Client review meetings are critical to the successful delivery of a project. We'll be addressing these type of review meetings in a separate series of posts but felt it was important to add it here in order to properly recognize it as a part of the quality assurance and control process. Ultimately, your client is an important stakeholder within the project and their feedback should be collected frequently in order to make sure expectations on a project are all aligned. Assuring and controlling the quality of your conversation with clients is a business decision that has implications beyond the immediate project. In the world of architecture,  the majority of top-line revenue is attributable to word of mouth and returning clients -- being able to provide a differentiated level of service, coupled with great design work will help ensure recurring work.

 

Constructability reviews

Constructability reviews may overlap the previous two review types in scope, but as its name suggests, are focused on the mechanics of physically constructing the structure. Thus, this type of review is best conducted by a contractor or construction manager. A constructability review looks at the design and determines if the work can be constructed as shown, or if special procedures or equipment may be necessary (thus adding cost) to achieve the indicated construction. The results of this review may offer alternate ways of achieving the same design goal but at a lower cost, which could be considered a form of value analysis (VA) (also called value engineering, or VE).
 

Benefits:

  1. Avoid costly change orders once something has been built by identifying potential construction issues before construction
  2. Anticipate cost increases before they occur by identifying if special procedures or equipment may be necessary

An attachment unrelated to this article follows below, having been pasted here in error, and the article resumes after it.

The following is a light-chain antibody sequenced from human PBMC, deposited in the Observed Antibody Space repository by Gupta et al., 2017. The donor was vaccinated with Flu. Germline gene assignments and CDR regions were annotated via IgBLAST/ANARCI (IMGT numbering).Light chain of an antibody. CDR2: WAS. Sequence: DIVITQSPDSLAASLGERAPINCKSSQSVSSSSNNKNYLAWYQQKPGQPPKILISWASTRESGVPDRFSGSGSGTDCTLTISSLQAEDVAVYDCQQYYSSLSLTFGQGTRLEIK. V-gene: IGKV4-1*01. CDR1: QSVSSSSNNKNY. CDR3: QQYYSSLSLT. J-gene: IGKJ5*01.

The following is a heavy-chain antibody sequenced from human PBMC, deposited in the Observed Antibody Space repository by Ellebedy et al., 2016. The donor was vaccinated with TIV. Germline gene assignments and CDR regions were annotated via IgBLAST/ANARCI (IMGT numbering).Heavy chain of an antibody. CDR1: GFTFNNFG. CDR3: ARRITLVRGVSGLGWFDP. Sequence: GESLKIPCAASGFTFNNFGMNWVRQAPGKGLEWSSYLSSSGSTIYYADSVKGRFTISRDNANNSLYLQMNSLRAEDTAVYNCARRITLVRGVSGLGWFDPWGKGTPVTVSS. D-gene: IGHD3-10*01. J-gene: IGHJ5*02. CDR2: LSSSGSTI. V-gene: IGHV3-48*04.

3. Identify alternate ways of achieving the same design goal but at a lower cost (also known as value analysis (VA) or value engineering (VE)
     

Usability reviews

Usability reviews are practices adapted from the world of User Experience design. By implementing usability reviews with key stakeholders, your project team can gather valuable insight into design decisions through the use of goal-oriented prompts and through the use of virtual reality. Usability testing involves asking potential or current stakeholders of projects to complete a set of goal-directed tasks, and observing their behavior to determine the clarity of the proposed design. There are two ways in which to go about implementing usability tests, moderated and unmoderated. The most available method with current software workflows is moderated.
 

Moderated
 

  • Moderated usability tests happen in person. In a moderated test a facilitator sits and talks with the guest stakeholder, reading aloud a goal-oriented task and prompting the user to think aloud as he or she accomplishes the task. In the context of design spaces, one might take healthcare design as a fruitful example where the cost of ineffective wayfinding design can be expensive. If one were to implement a moderated usability test in healthcare, the goal-oriented task might look be framed as:

    "You are currently in the lobby of a large hospital facility. Where is the ICU from here?"
     
  • The facilitator’s role is to act as a conduit between stakeholders and the user, phrasing questions to evaluate the effectiveness of a design and test assumptions while helping the user feel comfortable with the process. In the aforementioned question, recording the time it takes to find the appropriate sign that would lead a visitor to the ICU can prove incredibly helpful in outcomes of the design process.